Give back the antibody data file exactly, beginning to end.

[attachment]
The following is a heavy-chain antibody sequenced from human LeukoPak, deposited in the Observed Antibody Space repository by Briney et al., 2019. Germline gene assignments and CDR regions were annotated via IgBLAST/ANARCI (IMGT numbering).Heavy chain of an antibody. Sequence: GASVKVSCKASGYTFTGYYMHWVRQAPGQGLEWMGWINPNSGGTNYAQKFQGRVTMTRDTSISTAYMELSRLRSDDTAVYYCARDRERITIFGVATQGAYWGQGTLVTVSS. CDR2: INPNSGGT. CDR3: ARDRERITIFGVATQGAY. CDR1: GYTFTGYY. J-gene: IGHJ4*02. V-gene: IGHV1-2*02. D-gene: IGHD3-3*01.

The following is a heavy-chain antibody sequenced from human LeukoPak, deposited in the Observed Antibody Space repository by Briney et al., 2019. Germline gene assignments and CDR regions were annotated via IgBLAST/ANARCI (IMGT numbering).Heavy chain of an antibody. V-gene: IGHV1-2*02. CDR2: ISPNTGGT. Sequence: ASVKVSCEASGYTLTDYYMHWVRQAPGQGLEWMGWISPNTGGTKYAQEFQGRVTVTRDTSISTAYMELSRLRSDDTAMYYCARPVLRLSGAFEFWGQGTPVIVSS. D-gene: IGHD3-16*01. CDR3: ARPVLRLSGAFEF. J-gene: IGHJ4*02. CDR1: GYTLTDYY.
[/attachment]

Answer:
The following is a heavy-chain antibody sequenced from human LeukoPak, deposited in the Observed Antibody Space repository by Briney et al., 2019. Germline gene assignments and CDR regions were annotated via IgBLAST/ANARCI (IMGT numbering).Heavy chain of an antibody. Sequence: GASVKVSCKASGYTFTGYYMHWVRQAPGQGLEWMGWINPNSGGTNYAQKFQGRVTMTRDTSISTAYMELSRLRSDDTAVYYCARDRERITIFGVATQGAYWGQGTLVTVSS. CDR2: INPNSGGT. CDR3: ARDRERITIFGVATQGAY. CDR1: GYTFTGYY. J-gene: IGHJ4*02. V-gene: IGHV1-2*02. D-gene: IGHD3-3*01.

The following is a heavy-chain antibody sequenced from human LeukoPak, deposited in the Observed Antibody Space repository by Briney et al., 2019. Germline gene assignments and CDR regions were annotated via IgBLAST/ANARCI (IMGT numbering).Heavy chain of an antibody. V-gene: IGHV1-2*02. CDR2: ISPNTGGT. Sequence: ASVKVSCEASGYTLTDYYMHWVRQAPGQGLEWMGWISPNTGGTKYAQEFQGRVTVTRDTSISTAYMELSRLRSDDTAMYYCARPVLRLSGAFEFWGQGTPVIVSS. D-gene: IGHD3-16*01. CDR3: ARPVLRLSGAFEF. J-gene: IGHJ4*02. CDR1: GYTLTDYY.